Righting the wrong

  • As Nepal draws up post-2015 development agenda, it should prioritise justice and governance
Righting the wrong

Sep 22, 2014-

In 2000, 189 member nations of the UN agreed upon a set of clear, measurable development goals. This translated into eight Millennium Development Goals (MDGs) aimed at eradicating extreme poverty and hunger, achieving universal primary education, promoting gender equality and empowering women, reducing mortality, improving maternal health, combating major diseases, ensuring environmental sustainability and developing a global partnership for development.

Each of these goals was to be met by the end of 2015. The government of Nepal also endorsed the MDGs and incorporated the goals in its strategic plans.  

The 2013 MDG Report for Nepal shows that the country has made big strides in reducing poverty and hunger, increasing school enrolment and decreasing maternal mortality. At the sametime, the report also highlights the challenges Nepal faces in achieving the other development goals. Women continue to face discrimination and the Dalits and indigenous peoples are still marginalised. In this context, the report lists multiple issues that need to be addressed in the next round of development goals: good governance, inequality, urbanisation, gender-based violence and climate change.

As the deadline for meeting the MDGs by 2015 draws close, the discussion for the Post 15 Development Agenda has begun, with countries, civil society and UN bodies proposing their own new goals and targets. The process of Post-15 agenda has been led by the UN at the international level.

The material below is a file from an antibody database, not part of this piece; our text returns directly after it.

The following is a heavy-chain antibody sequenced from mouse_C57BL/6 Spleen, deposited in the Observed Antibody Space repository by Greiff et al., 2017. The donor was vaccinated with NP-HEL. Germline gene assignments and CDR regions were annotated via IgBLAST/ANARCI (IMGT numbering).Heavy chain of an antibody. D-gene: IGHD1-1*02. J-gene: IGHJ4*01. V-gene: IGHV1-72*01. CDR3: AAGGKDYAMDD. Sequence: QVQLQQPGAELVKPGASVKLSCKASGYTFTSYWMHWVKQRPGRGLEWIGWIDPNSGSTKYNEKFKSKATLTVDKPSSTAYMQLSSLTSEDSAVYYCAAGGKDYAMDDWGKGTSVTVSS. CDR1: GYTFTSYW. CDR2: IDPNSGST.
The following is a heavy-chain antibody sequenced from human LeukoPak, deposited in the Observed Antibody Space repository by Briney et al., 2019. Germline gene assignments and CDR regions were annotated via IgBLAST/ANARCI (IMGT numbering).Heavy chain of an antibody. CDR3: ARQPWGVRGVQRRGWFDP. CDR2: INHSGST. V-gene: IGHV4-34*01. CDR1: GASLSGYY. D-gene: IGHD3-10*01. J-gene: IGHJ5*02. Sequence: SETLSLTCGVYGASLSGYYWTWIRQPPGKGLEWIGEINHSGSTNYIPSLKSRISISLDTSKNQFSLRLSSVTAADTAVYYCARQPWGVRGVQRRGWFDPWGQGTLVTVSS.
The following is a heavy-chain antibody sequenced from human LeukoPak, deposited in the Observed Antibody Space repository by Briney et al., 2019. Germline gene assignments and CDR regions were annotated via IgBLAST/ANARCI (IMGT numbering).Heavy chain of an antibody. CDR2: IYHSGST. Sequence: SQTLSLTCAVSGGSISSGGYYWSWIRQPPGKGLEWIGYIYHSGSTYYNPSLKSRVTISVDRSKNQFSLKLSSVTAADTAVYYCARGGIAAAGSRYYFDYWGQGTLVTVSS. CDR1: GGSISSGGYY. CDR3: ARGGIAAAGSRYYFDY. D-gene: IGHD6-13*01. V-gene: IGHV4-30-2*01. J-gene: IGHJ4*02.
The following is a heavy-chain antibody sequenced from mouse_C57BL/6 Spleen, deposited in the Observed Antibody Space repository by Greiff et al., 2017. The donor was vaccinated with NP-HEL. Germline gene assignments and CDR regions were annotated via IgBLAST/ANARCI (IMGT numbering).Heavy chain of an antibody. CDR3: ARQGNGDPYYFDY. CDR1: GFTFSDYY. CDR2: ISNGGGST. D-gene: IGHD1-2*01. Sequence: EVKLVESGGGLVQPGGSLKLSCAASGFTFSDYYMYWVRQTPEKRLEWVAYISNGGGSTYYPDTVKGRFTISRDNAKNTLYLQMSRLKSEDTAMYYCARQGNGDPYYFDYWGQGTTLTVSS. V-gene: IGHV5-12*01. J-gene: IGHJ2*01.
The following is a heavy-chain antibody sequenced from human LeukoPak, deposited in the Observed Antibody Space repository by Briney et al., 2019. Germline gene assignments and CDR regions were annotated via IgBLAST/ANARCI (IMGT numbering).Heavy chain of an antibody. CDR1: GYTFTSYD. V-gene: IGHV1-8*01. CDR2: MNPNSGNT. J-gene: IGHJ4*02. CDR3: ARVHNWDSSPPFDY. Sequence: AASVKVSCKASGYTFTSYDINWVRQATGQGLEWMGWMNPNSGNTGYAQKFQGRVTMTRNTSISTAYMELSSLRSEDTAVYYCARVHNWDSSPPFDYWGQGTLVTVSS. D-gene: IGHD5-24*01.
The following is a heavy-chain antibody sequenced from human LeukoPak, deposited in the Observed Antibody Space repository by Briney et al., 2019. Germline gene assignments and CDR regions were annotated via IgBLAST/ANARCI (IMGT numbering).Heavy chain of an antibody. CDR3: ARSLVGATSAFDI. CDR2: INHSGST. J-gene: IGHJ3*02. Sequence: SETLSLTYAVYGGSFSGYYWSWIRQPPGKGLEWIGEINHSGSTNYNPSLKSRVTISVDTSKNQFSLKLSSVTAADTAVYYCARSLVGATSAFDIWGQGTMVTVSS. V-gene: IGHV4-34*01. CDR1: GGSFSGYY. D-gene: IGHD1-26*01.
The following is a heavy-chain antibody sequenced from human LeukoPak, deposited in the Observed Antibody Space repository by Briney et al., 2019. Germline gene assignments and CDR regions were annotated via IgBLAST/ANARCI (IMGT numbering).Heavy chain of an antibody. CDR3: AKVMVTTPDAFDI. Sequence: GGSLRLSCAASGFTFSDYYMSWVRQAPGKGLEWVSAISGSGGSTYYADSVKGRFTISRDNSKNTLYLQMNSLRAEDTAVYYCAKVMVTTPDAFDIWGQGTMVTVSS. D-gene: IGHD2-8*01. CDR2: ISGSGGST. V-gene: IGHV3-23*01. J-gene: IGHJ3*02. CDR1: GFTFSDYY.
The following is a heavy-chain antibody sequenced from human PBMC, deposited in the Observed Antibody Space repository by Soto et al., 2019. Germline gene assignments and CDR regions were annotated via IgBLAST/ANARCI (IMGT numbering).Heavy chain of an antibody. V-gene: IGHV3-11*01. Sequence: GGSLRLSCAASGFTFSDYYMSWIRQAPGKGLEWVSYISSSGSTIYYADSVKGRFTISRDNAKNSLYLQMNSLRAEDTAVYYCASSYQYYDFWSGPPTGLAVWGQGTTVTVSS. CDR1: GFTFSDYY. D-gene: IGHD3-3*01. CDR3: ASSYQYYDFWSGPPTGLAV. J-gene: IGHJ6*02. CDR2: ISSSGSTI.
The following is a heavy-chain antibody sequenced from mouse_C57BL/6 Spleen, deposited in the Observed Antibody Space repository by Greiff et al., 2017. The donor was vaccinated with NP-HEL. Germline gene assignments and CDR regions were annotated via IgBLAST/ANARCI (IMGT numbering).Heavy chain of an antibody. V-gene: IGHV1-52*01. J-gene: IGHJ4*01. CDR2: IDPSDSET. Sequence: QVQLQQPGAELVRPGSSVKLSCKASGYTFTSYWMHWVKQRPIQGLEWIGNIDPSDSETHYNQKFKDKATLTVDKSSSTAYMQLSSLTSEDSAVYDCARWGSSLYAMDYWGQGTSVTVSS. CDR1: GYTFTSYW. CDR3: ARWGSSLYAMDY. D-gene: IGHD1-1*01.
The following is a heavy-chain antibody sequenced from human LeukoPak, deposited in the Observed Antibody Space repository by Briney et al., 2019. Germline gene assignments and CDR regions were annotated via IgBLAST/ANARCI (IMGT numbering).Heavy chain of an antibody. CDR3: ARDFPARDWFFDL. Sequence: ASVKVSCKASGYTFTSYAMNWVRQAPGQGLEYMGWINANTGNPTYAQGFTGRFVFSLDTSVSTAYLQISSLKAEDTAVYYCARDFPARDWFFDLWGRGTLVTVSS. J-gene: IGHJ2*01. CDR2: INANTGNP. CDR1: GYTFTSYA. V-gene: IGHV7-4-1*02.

In Nepal, the government is naturally the main body that will recommend country-specific goals for the Post-2015 framework and the National Planning Commission has been working to this end. Consultation with ordinary people, communities and civil society, however, has so far been limited. But as the country prepares for post-15 agenda, it should prioritise justice and good governance.

Vacuum of justice

Despite the MDGs, a large number of Nepali women and members of marginalised communities continue to be deprived of justice. They often face huge challenges in trying to secure a legal identity through citizenship, birth registration, marriage registration or land ownership. In addition, many women and marginalised communities cannot access legal recourse from violence and other injustices because of the lengthy and costly court procedures in the country.

When justice institutions are weak or inaccessible, people lose their right to justice. In the case of women, there have been no continuous hearings in cases of violence against women—although surveys find that one-third of women suffer from domestic abuse. Neither have the women who were sexually exploited in conflict received interim relief or justice. Few perpetrators are prosecuted for rape because there is a very narrow definition of the crime, an inexcusable 35-day limit on reporting cases, and no free legal aid services to the victims.

Similarly, the current citizenship laws are discriminatory towards women; it stops women from passing citizenship to their children independently. Women across Nepal who have been abandoned by their husbands are prevented from securing a legal identity—and accompanying health and education services—for their children because they cannot produce the documents of the absent father.